Svorad Štolc, Reinhold Huber-Mörk and Dorothea Heiss
The Austrian Institute of Technology (AIT) is working on novel in-line methods to infer object and material properties in automated visual inspection. Here we describe a real-time method for concurrent extraction of light-field and photometric stereo data using a multi-line-scan acquisition and processing framework.
Reasoning about objects, their characteristics and behaviour from 2D images is a challenge, despite there being many successful applications of 2D computer and machine vision. The light space of an observed scene comprises all rays hitting objects from every possible direction, and then after interacting with the objects being emitted in every possible direction. Static illumination and a single 2D sensor only sparsely samples this ray space. Placing a multitude of sensors partly overcomes this limitation. Light-field cameras sample this space more densely by considering a fine angular resolution, e.g., plenoptic cameras typically observe a scene from up to 100 different directions . On the other hand, illumination variation as used in photometric stereo facilitates a variety of directions for rays hitting the objects under consideration .
Light-field imaging and photometric stereo can be seen as complementary methods in computational imaging. The first method samples the space of light rays emerging from the object while the second samples the subspace of illuminating rays. Considering the application area of 3D reconstruction, the main advantages of photometric stereo based methods are their sensitivity to fine details and independence from surface structure, while disadvantages include lacking or insufficient metrical and global accuracy. On the other hand, light-field processing for 3D is able to provide globally and metrically correct depth estimations, but fine details are prone to be lost. Therefore, both methods complement each other advantageously, compensating each other’s shortcomings.
Established setups for photometric stereo based computational imaging involve images taken sequentially under a set of differing illumination directions. Their mutual displacement is obtained by switching between displaced light sources or a mechanical movement to different positions. Similarly, early light-field acquisition systems used either camera arrays or gantries transporting the camera between sequential acquisitions. Both setups – and even more their combination – would not be feasible for typical industrial applications, e.g. quality inspection, where a faster, more compact and tightly integrated solution is desirable.
We designed an inline machine vision system deploying concurrent light-field and photometric stereo  for industrial use cases where there is a relative movement between inspected objects and the sensing/illumination system e.g. via conveyor belt. The basic idea is to construct the light-field data structure over time using a multi-line scan sensor. The light-field is constructed by moving the multi-line scan sensor together with an illumination source relative to the observed object (or vice versa) at constant spatial and time increments. Furthermore, a photometric variation due to different illumination angles is observed for different views onto the observed object. In particular, specular reflections which typically cause problems with 3D reconstruction could be handled by inferring the local surface orientation directly from the observed specular behaviour.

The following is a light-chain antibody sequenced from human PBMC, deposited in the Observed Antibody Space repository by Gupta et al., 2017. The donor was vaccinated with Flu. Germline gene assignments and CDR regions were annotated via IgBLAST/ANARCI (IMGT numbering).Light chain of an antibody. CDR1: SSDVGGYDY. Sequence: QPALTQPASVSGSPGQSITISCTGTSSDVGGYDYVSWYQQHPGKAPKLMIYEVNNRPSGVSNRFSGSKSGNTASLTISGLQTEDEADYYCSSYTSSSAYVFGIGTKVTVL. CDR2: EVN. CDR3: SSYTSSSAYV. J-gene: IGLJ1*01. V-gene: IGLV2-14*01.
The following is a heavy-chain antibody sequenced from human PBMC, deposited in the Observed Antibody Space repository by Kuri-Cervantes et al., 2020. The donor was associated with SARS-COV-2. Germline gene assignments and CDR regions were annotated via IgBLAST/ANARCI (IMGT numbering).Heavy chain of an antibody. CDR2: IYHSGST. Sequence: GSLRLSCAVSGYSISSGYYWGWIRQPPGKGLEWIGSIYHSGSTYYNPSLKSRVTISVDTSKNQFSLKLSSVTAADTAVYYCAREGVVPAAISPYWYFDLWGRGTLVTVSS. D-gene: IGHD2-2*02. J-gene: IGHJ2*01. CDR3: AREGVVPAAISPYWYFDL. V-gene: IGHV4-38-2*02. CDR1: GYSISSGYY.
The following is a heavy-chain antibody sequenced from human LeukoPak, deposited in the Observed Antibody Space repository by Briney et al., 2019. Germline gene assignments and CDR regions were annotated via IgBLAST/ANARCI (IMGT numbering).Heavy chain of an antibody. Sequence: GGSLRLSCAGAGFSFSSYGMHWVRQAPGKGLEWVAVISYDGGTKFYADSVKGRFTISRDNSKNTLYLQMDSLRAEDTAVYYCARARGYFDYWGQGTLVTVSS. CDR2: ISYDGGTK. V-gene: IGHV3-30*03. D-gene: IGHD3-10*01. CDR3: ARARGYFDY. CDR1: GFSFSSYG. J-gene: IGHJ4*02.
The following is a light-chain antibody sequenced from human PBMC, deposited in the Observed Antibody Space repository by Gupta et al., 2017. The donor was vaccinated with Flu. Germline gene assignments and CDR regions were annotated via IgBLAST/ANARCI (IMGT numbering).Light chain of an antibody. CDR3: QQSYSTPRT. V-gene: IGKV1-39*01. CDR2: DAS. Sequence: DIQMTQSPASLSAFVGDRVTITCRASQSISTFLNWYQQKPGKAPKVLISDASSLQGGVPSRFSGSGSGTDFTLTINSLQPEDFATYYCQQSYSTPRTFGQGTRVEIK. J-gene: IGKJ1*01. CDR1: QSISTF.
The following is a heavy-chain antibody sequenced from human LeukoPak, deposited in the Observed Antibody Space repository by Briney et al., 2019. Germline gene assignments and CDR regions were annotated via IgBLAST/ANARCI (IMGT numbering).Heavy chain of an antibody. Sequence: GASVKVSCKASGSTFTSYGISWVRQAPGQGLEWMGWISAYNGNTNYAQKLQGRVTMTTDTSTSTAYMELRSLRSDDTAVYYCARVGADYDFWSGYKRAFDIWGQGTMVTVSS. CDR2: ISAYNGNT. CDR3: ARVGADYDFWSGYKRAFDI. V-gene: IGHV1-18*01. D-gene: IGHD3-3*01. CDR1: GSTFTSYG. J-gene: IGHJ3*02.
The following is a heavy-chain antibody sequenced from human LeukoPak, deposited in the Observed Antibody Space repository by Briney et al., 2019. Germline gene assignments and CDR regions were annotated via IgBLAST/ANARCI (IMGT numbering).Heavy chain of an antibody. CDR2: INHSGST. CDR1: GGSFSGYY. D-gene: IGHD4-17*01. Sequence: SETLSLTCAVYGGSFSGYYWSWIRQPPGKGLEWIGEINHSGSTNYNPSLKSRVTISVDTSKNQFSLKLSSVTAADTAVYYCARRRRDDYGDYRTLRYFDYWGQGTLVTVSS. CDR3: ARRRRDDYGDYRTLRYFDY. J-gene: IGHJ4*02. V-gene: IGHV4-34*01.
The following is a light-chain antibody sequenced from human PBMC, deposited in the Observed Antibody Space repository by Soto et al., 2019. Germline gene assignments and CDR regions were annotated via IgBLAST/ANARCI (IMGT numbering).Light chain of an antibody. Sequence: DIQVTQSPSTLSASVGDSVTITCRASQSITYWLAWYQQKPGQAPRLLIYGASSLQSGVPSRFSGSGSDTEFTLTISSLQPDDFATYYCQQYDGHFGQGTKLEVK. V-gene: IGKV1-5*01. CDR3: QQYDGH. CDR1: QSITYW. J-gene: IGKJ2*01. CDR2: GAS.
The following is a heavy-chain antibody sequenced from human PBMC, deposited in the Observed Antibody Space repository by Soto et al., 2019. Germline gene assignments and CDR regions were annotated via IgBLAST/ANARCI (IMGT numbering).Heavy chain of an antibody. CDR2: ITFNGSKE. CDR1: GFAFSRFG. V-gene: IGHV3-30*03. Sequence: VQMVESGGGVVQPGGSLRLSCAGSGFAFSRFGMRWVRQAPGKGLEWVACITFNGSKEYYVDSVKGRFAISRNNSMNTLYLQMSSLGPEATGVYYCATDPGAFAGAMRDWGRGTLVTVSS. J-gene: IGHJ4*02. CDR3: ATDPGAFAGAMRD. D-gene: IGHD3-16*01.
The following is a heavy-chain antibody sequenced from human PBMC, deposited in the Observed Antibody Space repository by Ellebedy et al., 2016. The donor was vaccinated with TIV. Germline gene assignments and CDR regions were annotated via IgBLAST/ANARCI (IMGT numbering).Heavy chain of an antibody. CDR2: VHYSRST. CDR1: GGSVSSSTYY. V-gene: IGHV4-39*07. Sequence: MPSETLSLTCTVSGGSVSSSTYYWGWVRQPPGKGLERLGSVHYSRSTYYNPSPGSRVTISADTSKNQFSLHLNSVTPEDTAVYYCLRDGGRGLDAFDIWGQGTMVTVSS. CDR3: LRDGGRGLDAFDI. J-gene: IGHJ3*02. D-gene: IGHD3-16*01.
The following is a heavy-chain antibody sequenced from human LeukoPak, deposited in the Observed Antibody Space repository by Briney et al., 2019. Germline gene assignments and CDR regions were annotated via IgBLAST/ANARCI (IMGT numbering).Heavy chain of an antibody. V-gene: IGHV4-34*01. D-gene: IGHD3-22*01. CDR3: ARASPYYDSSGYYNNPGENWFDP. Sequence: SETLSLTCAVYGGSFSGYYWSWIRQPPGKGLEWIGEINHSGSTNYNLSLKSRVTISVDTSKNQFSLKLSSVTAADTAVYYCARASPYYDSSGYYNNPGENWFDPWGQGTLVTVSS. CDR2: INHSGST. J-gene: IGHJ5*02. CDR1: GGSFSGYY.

Figure 1: Multi-line scan image acquisition principle and photograph of the AIT prototype.
Figure 2: 3D reconstruction of a coin using conventional stereo (left), multi-view stereo obtained with our multi-line scan camera (middle), and combination of multi-view and photometric stereo also obtained with the multi-line scan camera (right).
Figure 3: Coin texture (left) and fine surface detail contributed by photometric stereo (middle and right) as recorded by our approach.
We built a 3D reconstruction system based on fusion of the globally more trustable light-field processing derived depth with the locally more precise photometric stereo derived surface properties. The key idea in obtaining an improved depth by fusion is to balance globally vs. locally precise estimations. We investigated a variety of methods ranging from a combination of low- and high-pass filtered depth maps over graphical models to energy minimisation approaches. We propose the combined approach for application in in-line automated visual inspection. The analysis of fine surface disruptions, even for specular objects, is of wide interest in quality assurance. Furthermore, the inference of material properties and classes, which are described by the ‘bidirectional reflection distribution function’ (BRDF) comprising the variation of incoming and reflected light, becomes possible because a slice of the BRDF is obtained by our approach.
Collaborative research with companies in the field of production industry is currently being undertaken. Further work will include very high resolution imaging as well as novel computational methods. The latter is done in collaboration with the Institute of Computer Vision and Graphics of the Technical University of Graz.
 R. C. Bolles, H. H. Baker, D. H. Marimont: “Epipolarplane image analysis: an approach to determining structure from motion”, Int. J. Computer Vision, 1(1):7–55, 1987.
 R.J. Woodham: “Photometric method for determining surface orientation from multiple images”, Optical Engineering, 19(1), 139-144, 1980.
 S. Štolc, D. Soukup, B. Holländer, R. Huber-Mörk: “Depth and all-in-focus imaging by a multi-line-scan light-field camera”, J. of Electronic Imaging, 23(5):053020, 2014.
AIT Austrian Institute of Technology, Austria